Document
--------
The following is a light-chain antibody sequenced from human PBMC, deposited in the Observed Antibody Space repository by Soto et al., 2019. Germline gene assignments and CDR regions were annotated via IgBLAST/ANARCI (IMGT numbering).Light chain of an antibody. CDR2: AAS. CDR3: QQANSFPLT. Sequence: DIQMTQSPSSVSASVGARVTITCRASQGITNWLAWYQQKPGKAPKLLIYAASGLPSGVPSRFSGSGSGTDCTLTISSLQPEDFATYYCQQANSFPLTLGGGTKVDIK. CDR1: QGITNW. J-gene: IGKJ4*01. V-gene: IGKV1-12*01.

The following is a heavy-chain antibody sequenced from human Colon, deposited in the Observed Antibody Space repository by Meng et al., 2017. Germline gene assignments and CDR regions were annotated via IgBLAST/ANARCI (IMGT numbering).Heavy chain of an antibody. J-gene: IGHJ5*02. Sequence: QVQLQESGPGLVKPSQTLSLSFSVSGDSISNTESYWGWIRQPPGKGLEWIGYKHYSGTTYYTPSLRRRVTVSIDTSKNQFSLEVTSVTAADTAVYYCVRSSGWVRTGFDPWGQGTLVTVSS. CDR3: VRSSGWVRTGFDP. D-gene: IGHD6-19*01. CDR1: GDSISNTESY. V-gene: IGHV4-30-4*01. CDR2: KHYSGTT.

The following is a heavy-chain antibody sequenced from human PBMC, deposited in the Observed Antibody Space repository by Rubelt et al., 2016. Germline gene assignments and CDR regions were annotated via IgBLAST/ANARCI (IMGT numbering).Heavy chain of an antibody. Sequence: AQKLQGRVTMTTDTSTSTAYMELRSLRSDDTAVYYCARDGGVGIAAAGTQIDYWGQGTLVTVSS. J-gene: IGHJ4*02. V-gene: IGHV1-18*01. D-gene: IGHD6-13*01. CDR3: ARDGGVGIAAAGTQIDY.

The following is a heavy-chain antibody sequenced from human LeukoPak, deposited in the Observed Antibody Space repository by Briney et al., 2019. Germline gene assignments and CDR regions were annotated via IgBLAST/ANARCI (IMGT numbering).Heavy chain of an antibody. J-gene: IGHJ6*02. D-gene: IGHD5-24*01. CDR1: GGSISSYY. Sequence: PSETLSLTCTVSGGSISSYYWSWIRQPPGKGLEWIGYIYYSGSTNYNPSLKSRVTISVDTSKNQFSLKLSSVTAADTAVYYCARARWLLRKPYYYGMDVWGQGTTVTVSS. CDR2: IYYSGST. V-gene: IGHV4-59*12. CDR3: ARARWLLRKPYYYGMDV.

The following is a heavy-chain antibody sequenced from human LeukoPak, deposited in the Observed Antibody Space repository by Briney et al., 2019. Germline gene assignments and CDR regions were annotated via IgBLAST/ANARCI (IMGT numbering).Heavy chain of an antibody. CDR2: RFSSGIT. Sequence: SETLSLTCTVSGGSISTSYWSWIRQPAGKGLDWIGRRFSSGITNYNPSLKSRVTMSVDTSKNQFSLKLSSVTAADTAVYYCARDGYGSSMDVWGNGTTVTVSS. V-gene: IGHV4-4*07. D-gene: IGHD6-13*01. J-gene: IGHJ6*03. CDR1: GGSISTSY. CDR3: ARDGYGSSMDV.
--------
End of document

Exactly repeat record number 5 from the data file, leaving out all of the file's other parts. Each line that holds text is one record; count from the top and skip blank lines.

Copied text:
The following is a heavy-chain antibody sequenced from human LeukoPak, deposited in the Observed Antibody Space repository by Briney et al., 2019. Germline gene assignments and CDR regions were annotated via IgBLAST/ANARCI (IMGT numbering).Heavy chain of an antibody. CDR2: RFSSGIT. Sequence: SETLSLTCTVSGGSISTSYWSWIRQPAGKGLDWIGRRFSSGITNYNPSLKSRVTMSVDTSKNQFSLKLSSVTAADTAVYYCARDGYGSSMDVWGNGTTVTVSS. V-gene: IGHV4-4*07. D-gene: IGHD6-13*01. J-gene: IGHJ6*03. CDR1: GGSISTSY. CDR3: ARDGYGSSMDV.